As more people embrace energy efficient technology, “going green” is no longer considered just being hip or part of a niche market. It’s a green revolution gaining momentum as the benefits begin to outweigh the upfront costs. And it’s not just consumers who want to be good stewards of the environment – it’s businesses and municipalities as well. The town of Mount Pleasant is no exception.
Designed by local architect Stubbs Muldrow Herin, Mount Pleasant’s new Town Hall took a giant leap toward eco-friendliness. Almost the entire building was designed to save energy and, in the long run, money.
Local architect Sam Herin, Dennis Knight of Whole Building Systems and Mark Uyak of DWG Consulting Engineers were among the group of architects and engineers who worked on the project and who played a key role in creating a state-of-the-art, energy-efficient Town Hall.
The buildings that made up the old Town Hall, part of which was built as a school in the 1960s, provided about 60,000 square feet of space. Town officials asked that the new, 92,000-square-foot, three-story building use “the same amount of energy that was used before,” Herin explained, adding that “we needed to solve some energy problems without creating comfort problems.”
That certainly was a challenge but one SMHa attacked head on.
“The new Town Hall has a high-efficiency building envelope, which offers exterior insulation and a weather barrier,” Herin pointed out.
Using passive design strategies, the building also features thermally broken windows and exterior shading that help keep the heat out. The key to this type of design is to take advantage of the local climate and the path of the sun – East to West – Herin explained.
“It’s designed so that it doesn’t get a lot of direct sun during the warmest times of the year,” Herin said. “This helps the building to more easily cool down when it’s warm and warm up when it’s cold.”
There are also LED lights throughout, automated heating/cooling and vacancy sensors installed in most of the rooms. The sensors save energy by automatically turning lights off when rooms are unoccupied.
Knight explained that lights will not automatically turn on when someone enters a room, but sensors can be preset to turn the lights out after the room is empty for a certain amount of time.
“You have to physically turn on the light when entering, but the system senses when you’ve been out of the room long enough,” Knight said. “The sensors use sound, motion and heat to detect whether a person is in the space or not. Even if someone is asleep, the system senses that you’re there.”
After reviewing various design options, a decision was made by the town for the new Town Hall to be Energy Star certified, a program of the Environmental Protection Agency that recognizes superior energy efficiency. The EPA provides tools and resources to measure energy use, with a grade of 75 percent out of 100 percent necessary for Energy Star certification.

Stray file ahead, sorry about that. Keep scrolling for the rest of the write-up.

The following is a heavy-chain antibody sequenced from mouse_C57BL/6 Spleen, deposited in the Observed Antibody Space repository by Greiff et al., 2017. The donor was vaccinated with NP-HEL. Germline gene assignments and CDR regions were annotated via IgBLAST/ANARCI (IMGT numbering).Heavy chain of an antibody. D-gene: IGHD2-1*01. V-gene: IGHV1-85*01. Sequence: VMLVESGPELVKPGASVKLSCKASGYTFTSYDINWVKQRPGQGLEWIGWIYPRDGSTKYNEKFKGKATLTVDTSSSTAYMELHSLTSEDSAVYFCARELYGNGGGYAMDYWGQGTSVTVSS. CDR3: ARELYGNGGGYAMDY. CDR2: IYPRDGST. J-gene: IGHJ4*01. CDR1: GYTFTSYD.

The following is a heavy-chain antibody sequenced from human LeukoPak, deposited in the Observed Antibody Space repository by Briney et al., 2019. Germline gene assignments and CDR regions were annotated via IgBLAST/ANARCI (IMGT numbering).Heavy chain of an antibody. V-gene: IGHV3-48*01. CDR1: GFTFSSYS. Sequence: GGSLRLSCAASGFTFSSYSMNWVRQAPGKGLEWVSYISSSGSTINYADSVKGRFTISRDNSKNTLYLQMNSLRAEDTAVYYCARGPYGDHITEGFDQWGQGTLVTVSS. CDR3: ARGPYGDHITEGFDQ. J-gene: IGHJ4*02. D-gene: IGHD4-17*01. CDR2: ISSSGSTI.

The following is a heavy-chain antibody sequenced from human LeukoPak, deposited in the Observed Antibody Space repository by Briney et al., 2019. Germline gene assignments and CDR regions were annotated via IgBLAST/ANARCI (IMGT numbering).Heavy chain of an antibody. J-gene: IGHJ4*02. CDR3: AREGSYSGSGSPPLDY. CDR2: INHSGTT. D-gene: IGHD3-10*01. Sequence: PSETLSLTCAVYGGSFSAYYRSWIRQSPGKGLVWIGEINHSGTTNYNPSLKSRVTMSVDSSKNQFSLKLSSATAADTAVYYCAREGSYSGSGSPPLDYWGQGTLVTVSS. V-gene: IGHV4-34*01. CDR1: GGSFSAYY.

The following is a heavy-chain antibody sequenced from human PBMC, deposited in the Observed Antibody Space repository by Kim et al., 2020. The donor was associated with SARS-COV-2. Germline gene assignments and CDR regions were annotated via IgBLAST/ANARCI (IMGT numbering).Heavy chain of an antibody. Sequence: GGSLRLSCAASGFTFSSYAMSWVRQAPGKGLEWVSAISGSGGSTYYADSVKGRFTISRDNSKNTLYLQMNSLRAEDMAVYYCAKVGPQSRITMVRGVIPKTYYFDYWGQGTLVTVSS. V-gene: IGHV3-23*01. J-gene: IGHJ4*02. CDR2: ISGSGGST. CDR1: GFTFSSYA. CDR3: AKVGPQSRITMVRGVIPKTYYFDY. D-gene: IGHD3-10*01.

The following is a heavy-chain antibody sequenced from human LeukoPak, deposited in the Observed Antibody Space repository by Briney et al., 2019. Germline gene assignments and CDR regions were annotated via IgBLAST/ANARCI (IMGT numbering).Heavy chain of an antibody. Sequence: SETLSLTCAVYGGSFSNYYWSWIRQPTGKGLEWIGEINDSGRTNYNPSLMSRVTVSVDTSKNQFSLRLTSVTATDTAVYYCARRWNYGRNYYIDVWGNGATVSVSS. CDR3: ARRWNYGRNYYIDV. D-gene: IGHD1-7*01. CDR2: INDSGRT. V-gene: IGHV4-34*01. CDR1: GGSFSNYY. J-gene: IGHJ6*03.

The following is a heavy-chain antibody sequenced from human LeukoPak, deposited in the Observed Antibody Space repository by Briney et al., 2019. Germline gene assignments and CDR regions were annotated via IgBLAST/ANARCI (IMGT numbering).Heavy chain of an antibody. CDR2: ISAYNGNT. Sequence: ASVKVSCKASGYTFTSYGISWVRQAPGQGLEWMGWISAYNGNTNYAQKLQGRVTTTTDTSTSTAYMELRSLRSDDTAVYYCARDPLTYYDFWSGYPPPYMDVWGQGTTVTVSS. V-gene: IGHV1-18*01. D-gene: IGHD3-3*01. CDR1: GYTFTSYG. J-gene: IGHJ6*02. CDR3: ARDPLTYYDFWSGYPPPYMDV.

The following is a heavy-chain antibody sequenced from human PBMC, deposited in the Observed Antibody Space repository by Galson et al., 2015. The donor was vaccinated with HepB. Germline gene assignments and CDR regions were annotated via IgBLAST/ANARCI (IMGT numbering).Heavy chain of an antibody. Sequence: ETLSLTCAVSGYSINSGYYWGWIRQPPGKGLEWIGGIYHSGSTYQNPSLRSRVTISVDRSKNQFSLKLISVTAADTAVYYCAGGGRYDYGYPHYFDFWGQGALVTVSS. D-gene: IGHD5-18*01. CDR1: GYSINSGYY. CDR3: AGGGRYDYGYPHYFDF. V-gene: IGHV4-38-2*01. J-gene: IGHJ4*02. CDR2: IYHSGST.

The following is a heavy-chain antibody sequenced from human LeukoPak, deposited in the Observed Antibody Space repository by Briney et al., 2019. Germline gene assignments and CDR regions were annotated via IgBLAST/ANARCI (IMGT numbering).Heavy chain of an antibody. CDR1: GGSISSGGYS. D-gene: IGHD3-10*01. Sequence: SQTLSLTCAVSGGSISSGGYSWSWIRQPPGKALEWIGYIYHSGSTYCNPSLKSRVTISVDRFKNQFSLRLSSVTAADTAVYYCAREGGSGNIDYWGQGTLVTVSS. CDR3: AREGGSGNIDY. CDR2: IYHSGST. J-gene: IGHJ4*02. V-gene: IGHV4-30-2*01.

“Our target for the new Town Hall was 85 percent. There are benchmarks that had to be met to get that label, and we won’t know until everything has been turned on for a while if we did it,” Herin pointed out in June 2017, as town employees were preparing to move into their new home.
To save time and maintain efficiency, one unique feature of the new Town Hall is its notification system. When a certain area of the building is not meeting performance standards, Knight said, “an alert is sent by text or email from the system itself to let us know there’s a problem.”
“Whatever the problem is, it’s dealt with more quickly.
The point is to keep the building functioning as it was designed and to not let it get out of tune,” Herin added.
The building also features CO2 sensors in the high occupancy areas. None of the windows open, but the air is constantly monitored to ensure comfort and quality.
“The system is designed to use whatever source takes the least amount of energy,” Uyak said. “When people aren’t in the building, less ventilation is needed. When it’s occupied, the ventilation that brings in outside air is back on.”
At night, once town employees have left for the day, certain sections of the building are not completely shut down but are “set back,” Uyak said.
“It would take too much energy to bring the building back to a comfortable level if you shut it down completely each night. But when people aren’t in the building, the ventilation is reduced,” he explained.
As Mount Pleasant’s new Town Hall approached completion, demand from consumers and government incentives were making it easier and more financially feasible to go green. The new Town Hall did not miss out on the wave of eco-friendliness. It’s not only energy efficient and comfortable but also provides an atmosphere conducive to working, learning and serving the residents of Mount Pleasant.
By Diane Pauldine